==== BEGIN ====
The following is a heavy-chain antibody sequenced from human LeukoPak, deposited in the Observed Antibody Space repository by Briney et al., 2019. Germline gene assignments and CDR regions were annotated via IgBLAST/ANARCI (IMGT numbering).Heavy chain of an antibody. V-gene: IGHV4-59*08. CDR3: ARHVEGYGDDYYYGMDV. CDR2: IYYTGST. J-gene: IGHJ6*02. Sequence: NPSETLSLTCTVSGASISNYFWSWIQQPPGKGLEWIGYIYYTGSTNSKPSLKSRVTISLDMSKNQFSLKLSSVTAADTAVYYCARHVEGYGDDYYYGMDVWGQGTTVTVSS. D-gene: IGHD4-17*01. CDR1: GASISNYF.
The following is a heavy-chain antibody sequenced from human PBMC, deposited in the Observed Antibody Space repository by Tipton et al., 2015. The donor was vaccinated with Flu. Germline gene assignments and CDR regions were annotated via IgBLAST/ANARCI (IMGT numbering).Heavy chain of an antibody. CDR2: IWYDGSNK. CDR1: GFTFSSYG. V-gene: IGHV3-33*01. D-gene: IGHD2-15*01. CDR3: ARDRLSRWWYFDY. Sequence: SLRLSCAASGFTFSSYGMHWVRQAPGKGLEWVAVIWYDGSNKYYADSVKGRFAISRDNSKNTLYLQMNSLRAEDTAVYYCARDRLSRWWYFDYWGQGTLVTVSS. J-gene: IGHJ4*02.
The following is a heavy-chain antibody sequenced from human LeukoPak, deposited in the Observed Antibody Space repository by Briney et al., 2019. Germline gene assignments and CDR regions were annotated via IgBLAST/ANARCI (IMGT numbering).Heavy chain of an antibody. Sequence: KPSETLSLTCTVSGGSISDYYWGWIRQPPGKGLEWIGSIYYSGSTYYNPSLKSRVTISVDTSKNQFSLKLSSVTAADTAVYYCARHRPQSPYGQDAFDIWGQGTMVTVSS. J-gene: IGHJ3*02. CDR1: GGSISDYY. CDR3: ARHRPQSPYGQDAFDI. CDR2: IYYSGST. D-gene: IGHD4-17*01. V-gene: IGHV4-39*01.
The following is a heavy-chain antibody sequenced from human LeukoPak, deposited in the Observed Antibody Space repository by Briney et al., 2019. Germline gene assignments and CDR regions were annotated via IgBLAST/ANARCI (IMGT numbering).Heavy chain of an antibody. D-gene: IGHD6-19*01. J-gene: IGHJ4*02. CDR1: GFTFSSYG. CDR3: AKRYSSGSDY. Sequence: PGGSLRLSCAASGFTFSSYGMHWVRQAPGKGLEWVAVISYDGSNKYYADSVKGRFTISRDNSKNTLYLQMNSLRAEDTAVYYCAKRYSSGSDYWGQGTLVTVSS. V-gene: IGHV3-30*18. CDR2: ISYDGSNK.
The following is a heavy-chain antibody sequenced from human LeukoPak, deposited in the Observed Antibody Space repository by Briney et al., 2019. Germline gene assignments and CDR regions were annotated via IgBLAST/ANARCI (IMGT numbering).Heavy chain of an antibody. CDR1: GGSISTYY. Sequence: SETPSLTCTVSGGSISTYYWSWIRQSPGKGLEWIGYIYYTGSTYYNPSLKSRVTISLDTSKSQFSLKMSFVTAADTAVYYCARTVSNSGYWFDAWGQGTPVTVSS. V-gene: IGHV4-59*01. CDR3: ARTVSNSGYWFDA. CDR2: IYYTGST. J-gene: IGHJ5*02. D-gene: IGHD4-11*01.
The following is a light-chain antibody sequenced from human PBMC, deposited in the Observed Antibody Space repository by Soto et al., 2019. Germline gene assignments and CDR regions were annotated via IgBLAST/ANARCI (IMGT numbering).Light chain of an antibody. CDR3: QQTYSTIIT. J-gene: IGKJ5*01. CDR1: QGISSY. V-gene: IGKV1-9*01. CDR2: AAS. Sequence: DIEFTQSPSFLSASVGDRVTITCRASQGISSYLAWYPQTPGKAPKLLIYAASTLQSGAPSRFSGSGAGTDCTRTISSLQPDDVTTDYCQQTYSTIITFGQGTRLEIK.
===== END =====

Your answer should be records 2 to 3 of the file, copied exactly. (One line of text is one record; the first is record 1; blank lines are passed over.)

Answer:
The following is a heavy-chain antibody sequenced from human PBMC, deposited in the Observed Antibody Space repository by Tipton et al., 2015. The donor was vaccinated with Flu. Germline gene assignments and CDR regions were annotated via IgBLAST/ANARCI (IMGT numbering).Heavy chain of an antibody. CDR2: IWYDGSNK. CDR1: GFTFSSYG. V-gene: IGHV3-33*01. D-gene: IGHD2-15*01. CDR3: ARDRLSRWWYFDY. Sequence: SLRLSCAASGFTFSSYGMHWVRQAPGKGLEWVAVIWYDGSNKYYADSVKGRFAISRDNSKNTLYLQMNSLRAEDTAVYYCARDRLSRWWYFDYWGQGTLVTVSS. J-gene: IGHJ4*02.
The following is a heavy-chain antibody sequenced from human LeukoPak, deposited in the Observed Antibody Space repository by Briney et al., 2019. Germline gene assignments and CDR regions were annotated via IgBLAST/ANARCI (IMGT numbering).Heavy chain of an antibody. Sequence: KPSETLSLTCTVSGGSISDYYWGWIRQPPGKGLEWIGSIYYSGSTYYNPSLKSRVTISVDTSKNQFSLKLSSVTAADTAVYYCARHRPQSPYGQDAFDIWGQGTMVTVSS. J-gene: IGHJ3*02. CDR1: GGSISDYY. CDR3: ARHRPQSPYGQDAFDI. CDR2: IYYSGST. D-gene: IGHD4-17*01. V-gene: IGHV4-39*01.